Join us in two hours for this week's live show, featuring interviews with daytime performers Ronn Lucas and Mac King! Lucas offers some really terrific clues as to how ventriloquism really works and talks about Bill Clinton seducing his wife, sort of. And Mac King explains why he's not green with envy over the success of childhood friend and fellow magician Lance Burton.
Plus, the trivia question, the poll, news from Vegas, your letters and the Top Secret Tourist Tip of the Week.
See you later at LVROCKS.COM. Or be that way and wait till Thursday to download the podcast!
Sunday, September 30, 2007
Read it here. I'm especially proud of getting the closing quote into print!
A few fun and weird things to ponder about today's Sunday paper...
1. First and most importantly, CONGRATS to my "Petcast" co-host Emily Richmond, crowned Outstanding Journalist of the Year by the Nevada Press Association for her consistent excellence in covering the education system. Incredibly well deserved!
2. The R-J ran the above photo from John Locher run with its Sunday recap of the week's news. That's a protester flipping the bird at Dick Cheney during the veep's visit. It is incredibly weird that a family newspaper would publish a picture of someone making an obscene gesture. In fact, I've never seen such a thing before. If this were TV news, my partner tells me, the FCC would prosecute/persecute.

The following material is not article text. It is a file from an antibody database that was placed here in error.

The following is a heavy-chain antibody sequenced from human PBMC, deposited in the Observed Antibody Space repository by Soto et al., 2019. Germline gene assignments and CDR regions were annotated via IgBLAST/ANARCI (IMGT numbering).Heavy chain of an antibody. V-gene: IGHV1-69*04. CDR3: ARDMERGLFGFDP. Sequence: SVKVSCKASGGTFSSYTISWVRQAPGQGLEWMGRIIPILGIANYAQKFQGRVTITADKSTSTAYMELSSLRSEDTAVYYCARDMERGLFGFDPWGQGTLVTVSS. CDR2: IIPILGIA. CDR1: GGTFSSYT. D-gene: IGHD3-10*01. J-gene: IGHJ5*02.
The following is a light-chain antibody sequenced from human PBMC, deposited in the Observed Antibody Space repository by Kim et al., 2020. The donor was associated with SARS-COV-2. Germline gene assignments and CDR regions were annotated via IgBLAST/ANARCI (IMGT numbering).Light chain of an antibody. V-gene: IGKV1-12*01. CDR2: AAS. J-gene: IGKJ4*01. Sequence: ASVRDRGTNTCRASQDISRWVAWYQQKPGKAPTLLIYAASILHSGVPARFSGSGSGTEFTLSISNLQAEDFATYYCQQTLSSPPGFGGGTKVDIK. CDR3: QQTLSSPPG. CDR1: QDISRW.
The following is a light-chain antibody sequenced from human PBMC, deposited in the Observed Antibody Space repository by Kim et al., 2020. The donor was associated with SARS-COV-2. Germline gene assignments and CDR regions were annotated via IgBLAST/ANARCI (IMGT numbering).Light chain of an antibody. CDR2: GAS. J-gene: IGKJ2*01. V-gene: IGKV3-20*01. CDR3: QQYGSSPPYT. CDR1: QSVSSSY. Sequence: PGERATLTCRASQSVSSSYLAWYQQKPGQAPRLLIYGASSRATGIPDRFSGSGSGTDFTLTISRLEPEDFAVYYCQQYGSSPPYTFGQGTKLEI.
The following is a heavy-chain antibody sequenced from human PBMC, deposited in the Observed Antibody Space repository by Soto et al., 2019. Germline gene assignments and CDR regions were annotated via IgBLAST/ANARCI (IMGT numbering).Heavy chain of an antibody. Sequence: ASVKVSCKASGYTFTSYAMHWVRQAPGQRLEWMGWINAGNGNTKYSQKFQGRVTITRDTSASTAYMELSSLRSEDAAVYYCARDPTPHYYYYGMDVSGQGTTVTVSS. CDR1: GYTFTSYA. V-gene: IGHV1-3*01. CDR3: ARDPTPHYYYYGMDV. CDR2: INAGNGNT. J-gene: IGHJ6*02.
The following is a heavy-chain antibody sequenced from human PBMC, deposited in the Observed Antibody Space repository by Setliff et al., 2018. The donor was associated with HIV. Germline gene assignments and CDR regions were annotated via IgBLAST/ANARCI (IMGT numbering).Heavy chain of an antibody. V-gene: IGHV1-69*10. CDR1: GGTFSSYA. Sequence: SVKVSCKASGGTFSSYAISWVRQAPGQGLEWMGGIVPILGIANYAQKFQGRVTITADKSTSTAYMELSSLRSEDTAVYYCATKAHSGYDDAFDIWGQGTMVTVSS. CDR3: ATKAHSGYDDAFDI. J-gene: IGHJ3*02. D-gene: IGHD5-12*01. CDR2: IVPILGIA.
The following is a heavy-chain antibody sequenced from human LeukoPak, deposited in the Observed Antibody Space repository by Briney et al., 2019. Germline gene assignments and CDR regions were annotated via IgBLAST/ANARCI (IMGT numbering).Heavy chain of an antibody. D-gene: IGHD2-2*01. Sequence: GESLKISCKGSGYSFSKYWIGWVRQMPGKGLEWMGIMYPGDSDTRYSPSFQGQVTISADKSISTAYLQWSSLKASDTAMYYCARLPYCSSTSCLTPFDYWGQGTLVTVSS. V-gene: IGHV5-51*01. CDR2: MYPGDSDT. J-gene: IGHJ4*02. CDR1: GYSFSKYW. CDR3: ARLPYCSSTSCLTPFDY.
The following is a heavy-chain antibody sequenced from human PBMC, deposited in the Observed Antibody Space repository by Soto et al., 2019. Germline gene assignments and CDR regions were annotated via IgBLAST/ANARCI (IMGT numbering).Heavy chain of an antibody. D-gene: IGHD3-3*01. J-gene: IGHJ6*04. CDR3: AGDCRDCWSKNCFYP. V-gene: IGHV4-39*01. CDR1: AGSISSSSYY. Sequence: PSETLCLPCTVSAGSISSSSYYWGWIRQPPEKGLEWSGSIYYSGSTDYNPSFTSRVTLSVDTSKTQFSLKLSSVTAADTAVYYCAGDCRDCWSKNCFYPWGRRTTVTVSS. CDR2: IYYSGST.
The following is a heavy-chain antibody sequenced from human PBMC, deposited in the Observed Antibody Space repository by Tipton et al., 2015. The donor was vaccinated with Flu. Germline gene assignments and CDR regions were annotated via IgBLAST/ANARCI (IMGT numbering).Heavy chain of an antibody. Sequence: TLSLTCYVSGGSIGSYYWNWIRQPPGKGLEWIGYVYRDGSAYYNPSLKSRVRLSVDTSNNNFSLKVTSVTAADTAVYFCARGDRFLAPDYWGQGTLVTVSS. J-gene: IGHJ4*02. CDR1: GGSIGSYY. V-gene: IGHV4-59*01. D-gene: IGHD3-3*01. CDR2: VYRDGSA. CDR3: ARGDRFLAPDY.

3. Am I the only one creeped out by this well-meaning cartoon (below) from Jim Borgman which ran on page 3D in the R-J today?
4. Terrific piece by Benjamin Spillman in today's business section about people buying fractional ownership in private jets. It's excessive, even with Spillman's anecdotal lead about the sad-sack case of a Vegas woman with a hip replacement who simply couldn't handle commercial flights anymore to fly to her second home on the Monterey Peninsula, but it did give me some story ideas nonetheless.
5. The Review-Journal's Thomas Mitchell, in touting his own staff's award-winning efforts in the same competition in which Emily won big, claims he got more than 3.3 million hits by Googling "newspapers are dead." Odd, since I just did it and I got about 9,700 hits. See my results here. Or, even better, if you Google "newspapers-are-dead" your choices plummet to 2,900. See? A search of "newspapers are dead" without the quotes around it or the hyphens does bring in more than 4 million hits, but it's an irrelevant search because Google drops the word "are" and you're getting any page that has the words newspapers and dead in any context. Seeing how newspapers write about the dead all the time, it's surprising the hit count is so low.